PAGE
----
Collaborative Practice is a new way of resolving family law matters including Divorce, Separation and Parenting Disputes.
There are some key aspects which make it different from other ways of resolving family disputes. These include:
- The parties and their lawyers commit that they will not go to court or threaten to go to court unless it is to rubber stamp an agreement at the end of the process.
- The parties in dispute commit to being honest and open with each other.
- The process involves face-to-face negotiations between the parties in dispute and their lawyers through a series of Four-Way Meetings.
- The parties and their lawyers try to reach an agreement which takes everyone’s needs and interests into account, including those of any children.
How does Collaborative Practice work?
You and your partner work together with specially trained collaborative lawyers. You each receive legal advice and guidance, and together with your lawyers, discuss and resolve issues through face to face meetings called four-way meetings.
Can we go to Court during the Collaborative Process?
At the start, you, your partner and both lawyers sign an agreement disqualifying your collaborative lawyers from representing you at court if the collaborative process breaks down. Neither of the lawyers can act for you in any contested court proceedings. In the unlikely event of the collaborative process breaking down you will instruct another lawyer.
What are the Benefits of not going to Court?
· If everyone commits to the process in good faith, the process is much faster and much less acrimonious than court proceedings.
· You can set your own agenda according to what is most important for you and your family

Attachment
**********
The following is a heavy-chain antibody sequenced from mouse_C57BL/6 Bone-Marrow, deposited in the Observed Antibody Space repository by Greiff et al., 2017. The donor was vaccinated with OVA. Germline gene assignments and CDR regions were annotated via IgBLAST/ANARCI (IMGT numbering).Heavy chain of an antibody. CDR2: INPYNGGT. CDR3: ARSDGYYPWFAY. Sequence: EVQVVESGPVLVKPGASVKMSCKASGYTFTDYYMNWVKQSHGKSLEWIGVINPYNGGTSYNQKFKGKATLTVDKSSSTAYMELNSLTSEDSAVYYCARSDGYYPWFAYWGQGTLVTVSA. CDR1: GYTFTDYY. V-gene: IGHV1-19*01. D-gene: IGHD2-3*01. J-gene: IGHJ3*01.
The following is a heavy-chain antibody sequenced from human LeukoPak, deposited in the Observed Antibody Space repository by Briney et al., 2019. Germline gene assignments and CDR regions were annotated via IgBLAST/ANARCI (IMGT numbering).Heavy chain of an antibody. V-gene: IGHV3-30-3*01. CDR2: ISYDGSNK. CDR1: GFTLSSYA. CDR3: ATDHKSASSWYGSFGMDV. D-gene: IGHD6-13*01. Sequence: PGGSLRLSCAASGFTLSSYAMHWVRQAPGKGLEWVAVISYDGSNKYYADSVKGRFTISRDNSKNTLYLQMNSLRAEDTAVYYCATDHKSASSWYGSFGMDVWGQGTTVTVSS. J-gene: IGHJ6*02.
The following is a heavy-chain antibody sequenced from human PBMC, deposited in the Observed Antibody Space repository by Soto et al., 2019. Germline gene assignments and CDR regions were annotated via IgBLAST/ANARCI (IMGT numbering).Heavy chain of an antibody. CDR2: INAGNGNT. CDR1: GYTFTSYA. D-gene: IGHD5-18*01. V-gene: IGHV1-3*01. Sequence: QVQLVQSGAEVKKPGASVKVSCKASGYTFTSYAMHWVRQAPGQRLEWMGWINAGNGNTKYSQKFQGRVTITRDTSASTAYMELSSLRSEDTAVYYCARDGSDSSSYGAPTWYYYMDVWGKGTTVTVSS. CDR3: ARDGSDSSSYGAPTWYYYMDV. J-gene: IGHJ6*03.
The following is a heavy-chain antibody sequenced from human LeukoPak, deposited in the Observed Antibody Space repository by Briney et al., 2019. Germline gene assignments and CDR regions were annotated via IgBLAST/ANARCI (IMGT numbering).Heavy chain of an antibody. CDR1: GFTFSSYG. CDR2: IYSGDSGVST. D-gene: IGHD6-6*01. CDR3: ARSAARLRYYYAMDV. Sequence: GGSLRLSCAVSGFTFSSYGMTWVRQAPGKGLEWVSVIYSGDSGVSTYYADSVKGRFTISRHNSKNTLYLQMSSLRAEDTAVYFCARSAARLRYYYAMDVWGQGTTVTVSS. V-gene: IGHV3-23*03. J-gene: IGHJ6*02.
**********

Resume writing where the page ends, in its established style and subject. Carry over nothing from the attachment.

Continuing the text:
· You will have a greater degree of control over the process, including the pace at which you negotiate, and you won't risk key decisions being made by a judge who will not be as familiar with your family as you
· The collaborative process is generally far less stressful than court proceedings, which are widely regarded as being one of the most stressful events that a person can encounter.
· With collaborative law there should be no surprises and each party should know what to expect.
· If the process is successful you will have an agreement with your partner which both of you will have had responsibility for, and which, hopefully, should be a more workable framework for post-separation plans than a court-imposed solution.
· You can construct the agreement in order to allow for the type of co-parenting arrangements that you would like for your children after your separation rather than allowing a judge to make that decision for you.
Is every lawyer trained in Collaborative Law?
No. Not every lawyer is trained in Collaborative Law and you will not be able to engage in the process if your partner's lawyer is not trained as a Collaborative Lawyer. Please see the website of the Association of Collaborative Practitioners at http://www.acp.ie/ where you will be able to see a list of Collaborative Lawyers in your area.
If my Partner’s Lawyer is not trained in Collaborative Law, what happens?
In these cases, your lawyer will make every effort to work with your Partner’s solicitor to assist you in resolving issues without the necessity of issuing courtproceedings. The case will not, however, be conducted as a collaborative case.
Will Collaborative Practice work for me?
The collaborative process depends on both parties making full and frank disclosure of all of their assets so that negotiations and discussions can be honest and open. Experience has shown that if the parties commit to openness and honest, there is a strong probability that the process will work and that the agreement will be a far more effective and workable agreement than any arrangements that might be imposed by a court.
How can I find out more?
Please visit the Useful Website Links on this site for a list of websites where you can read more about Collaborative Practice in Ireland and abroad.
If you would like to discuss Collaborative Practice or if you or someone you know is going through marital breakdown and would like more information about Family Law, please contact Lillian O’Sullivan on 021 4274711 or at email@example.com to arrange a free consultation.